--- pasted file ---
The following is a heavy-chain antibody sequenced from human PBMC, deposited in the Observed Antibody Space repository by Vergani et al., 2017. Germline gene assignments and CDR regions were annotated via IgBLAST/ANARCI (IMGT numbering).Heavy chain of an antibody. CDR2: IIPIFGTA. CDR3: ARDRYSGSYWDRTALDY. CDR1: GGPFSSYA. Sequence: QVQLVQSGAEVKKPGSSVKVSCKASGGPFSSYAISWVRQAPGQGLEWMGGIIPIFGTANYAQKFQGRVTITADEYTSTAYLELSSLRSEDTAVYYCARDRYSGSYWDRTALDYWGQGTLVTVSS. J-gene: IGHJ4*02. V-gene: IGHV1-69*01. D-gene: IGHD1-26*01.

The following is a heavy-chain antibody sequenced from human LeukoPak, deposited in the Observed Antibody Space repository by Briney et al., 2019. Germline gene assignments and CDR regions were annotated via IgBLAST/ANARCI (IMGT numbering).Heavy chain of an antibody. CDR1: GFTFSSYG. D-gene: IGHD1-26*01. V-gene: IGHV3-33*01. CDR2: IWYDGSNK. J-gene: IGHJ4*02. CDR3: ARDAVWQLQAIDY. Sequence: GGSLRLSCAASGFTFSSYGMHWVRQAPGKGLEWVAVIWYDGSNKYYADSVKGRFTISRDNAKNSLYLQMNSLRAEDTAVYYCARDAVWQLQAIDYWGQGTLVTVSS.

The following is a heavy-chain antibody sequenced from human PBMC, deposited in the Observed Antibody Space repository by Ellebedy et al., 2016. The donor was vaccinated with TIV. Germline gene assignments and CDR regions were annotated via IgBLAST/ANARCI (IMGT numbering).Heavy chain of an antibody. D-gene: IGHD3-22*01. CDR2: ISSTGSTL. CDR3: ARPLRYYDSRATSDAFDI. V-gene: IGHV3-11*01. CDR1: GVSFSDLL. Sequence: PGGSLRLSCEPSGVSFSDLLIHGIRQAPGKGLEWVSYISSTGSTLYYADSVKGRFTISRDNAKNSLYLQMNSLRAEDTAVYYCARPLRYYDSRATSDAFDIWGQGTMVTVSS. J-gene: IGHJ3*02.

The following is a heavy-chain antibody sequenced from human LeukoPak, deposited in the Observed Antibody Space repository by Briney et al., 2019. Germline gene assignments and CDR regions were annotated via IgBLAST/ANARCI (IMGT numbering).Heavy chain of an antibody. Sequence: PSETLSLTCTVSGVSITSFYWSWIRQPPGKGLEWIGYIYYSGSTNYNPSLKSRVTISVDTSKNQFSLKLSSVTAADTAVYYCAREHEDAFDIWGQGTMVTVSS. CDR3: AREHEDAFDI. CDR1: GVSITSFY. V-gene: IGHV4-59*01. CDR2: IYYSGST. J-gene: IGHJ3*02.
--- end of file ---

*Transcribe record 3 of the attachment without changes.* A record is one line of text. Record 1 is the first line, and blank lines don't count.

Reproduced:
The following is a heavy-chain antibody sequenced from human PBMC, deposited in the Observed Antibody Space repository by Ellebedy et al., 2016. The donor was vaccinated with TIV. Germline gene assignments and CDR regions were annotated via IgBLAST/ANARCI (IMGT numbering).Heavy chain of an antibody. D-gene: IGHD3-22*01. CDR2: ISSTGSTL. CDR3: ARPLRYYDSRATSDAFDI. V-gene: IGHV3-11*01. CDR1: GVSFSDLL. Sequence: PGGSLRLSCEPSGVSFSDLLIHGIRQAPGKGLEWVSYISSTGSTLYYADSVKGRFTISRDNAKNSLYLQMNSLRAEDTAVYYCARPLRYYDSRATSDAFDIWGQGTMVTVSS. J-gene: IGHJ3*02.